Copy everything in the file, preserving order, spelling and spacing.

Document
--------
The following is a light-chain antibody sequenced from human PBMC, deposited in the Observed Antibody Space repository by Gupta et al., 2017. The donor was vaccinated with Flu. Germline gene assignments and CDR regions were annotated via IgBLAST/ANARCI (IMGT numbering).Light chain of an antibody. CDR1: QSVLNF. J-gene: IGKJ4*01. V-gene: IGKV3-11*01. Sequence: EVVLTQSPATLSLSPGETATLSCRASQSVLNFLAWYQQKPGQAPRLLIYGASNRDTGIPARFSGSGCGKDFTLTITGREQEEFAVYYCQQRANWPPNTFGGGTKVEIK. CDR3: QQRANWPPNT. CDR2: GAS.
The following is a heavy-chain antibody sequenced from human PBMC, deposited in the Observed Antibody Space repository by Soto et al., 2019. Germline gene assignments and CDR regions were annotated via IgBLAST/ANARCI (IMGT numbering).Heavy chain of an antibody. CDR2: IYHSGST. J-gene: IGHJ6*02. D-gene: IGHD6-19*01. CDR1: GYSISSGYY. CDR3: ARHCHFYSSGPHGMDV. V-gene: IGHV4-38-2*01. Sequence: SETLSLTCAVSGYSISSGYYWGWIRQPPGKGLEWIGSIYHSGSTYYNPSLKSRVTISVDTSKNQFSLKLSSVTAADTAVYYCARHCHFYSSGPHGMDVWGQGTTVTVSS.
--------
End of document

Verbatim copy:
The following is a light-chain antibody sequenced from human PBMC, deposited in the Observed Antibody Space repository by Gupta et al., 2017. The donor was vaccinated with Flu. Germline gene assignments and CDR regions were annotated via IgBLAST/ANARCI (IMGT numbering).Light chain of an antibody. CDR1: QSVLNF. J-gene: IGKJ4*01. V-gene: IGKV3-11*01. Sequence: EVVLTQSPATLSLSPGETATLSCRASQSVLNFLAWYQQKPGQAPRLLIYGASNRDTGIPARFSGSGCGKDFTLTITGREQEEFAVYYCQQRANWPPNTFGGGTKVEIK. CDR3: QQRANWPPNT. CDR2: GAS.
The following is a heavy-chain antibody sequenced from human PBMC, deposited in the Observed Antibody Space repository by Soto et al., 2019. Germline gene assignments and CDR regions were annotated via IgBLAST/ANARCI (IMGT numbering).Heavy chain of an antibody. CDR2: IYHSGST. J-gene: IGHJ6*02. D-gene: IGHD6-19*01. CDR1: GYSISSGYY. CDR3: ARHCHFYSSGPHGMDV. V-gene: IGHV4-38-2*01. Sequence: SETLSLTCAVSGYSISSGYYWGWIRQPPGKGLEWIGSIYHSGSTYYNPSLKSRVTISVDTSKNQFSLKLSSVTAADTAVYYCARHCHFYSSGPHGMDVWGQGTTVTVSS.